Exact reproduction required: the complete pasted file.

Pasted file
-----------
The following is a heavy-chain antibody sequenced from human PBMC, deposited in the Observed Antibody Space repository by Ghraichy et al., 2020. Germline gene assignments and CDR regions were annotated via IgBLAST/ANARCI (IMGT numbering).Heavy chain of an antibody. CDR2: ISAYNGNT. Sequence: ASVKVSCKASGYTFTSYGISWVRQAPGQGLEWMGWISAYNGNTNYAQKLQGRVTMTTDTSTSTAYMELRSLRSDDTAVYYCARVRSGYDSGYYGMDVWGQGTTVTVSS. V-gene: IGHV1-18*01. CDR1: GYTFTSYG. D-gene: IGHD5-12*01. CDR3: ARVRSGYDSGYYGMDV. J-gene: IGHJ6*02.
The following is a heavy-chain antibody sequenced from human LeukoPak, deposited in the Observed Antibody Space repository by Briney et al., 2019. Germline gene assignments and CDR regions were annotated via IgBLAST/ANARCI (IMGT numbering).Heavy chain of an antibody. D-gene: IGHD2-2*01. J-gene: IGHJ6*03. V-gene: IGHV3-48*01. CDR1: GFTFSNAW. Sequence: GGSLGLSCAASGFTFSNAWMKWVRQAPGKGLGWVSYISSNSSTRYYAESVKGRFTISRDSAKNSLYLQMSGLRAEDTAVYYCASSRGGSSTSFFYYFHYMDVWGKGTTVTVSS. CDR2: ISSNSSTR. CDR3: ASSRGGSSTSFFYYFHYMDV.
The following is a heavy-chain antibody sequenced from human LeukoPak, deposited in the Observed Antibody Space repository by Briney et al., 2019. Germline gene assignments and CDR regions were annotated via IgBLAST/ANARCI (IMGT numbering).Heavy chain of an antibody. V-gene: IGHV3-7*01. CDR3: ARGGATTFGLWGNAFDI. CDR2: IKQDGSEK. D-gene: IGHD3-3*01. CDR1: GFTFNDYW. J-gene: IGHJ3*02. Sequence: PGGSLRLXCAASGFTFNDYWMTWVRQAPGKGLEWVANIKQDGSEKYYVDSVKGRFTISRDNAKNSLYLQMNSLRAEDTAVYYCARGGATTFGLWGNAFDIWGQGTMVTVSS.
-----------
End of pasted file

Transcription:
The following is a heavy-chain antibody sequenced from human PBMC, deposited in the Observed Antibody Space repository by Ghraichy et al., 2020. Germline gene assignments and CDR regions were annotated via IgBLAST/ANARCI (IMGT numbering).Heavy chain of an antibody. CDR2: ISAYNGNT. Sequence: ASVKVSCKASGYTFTSYGISWVRQAPGQGLEWMGWISAYNGNTNYAQKLQGRVTMTTDTSTSTAYMELRSLRSDDTAVYYCARVRSGYDSGYYGMDVWGQGTTVTVSS. V-gene: IGHV1-18*01. CDR1: GYTFTSYG. D-gene: IGHD5-12*01. CDR3: ARVRSGYDSGYYGMDV. J-gene: IGHJ6*02.
The following is a heavy-chain antibody sequenced from human LeukoPak, deposited in the Observed Antibody Space repository by Briney et al., 2019. Germline gene assignments and CDR regions were annotated via IgBLAST/ANARCI (IMGT numbering).Heavy chain of an antibody. D-gene: IGHD2-2*01. J-gene: IGHJ6*03. V-gene: IGHV3-48*01. CDR1: GFTFSNAW. Sequence: GGSLGLSCAASGFTFSNAWMKWVRQAPGKGLGWVSYISSNSSTRYYAESVKGRFTISRDSAKNSLYLQMSGLRAEDTAVYYCASSRGGSSTSFFYYFHYMDVWGKGTTVTVSS. CDR2: ISSNSSTR. CDR3: ASSRGGSSTSFFYYFHYMDV.
The following is a heavy-chain antibody sequenced from human LeukoPak, deposited in the Observed Antibody Space repository by Briney et al., 2019. Germline gene assignments and CDR regions were annotated via IgBLAST/ANARCI (IMGT numbering).Heavy chain of an antibody. V-gene: IGHV3-7*01. CDR3: ARGGATTFGLWGNAFDI. CDR2: IKQDGSEK. D-gene: IGHD3-3*01. CDR1: GFTFNDYW. J-gene: IGHJ3*02. Sequence: PGGSLRLXCAASGFTFNDYWMTWVRQAPGKGLEWVANIKQDGSEKYYVDSVKGRFTISRDNAKNSLYLQMNSLRAEDTAVYYCARGGATTFGLWGNAFDIWGQGTMVTVSS.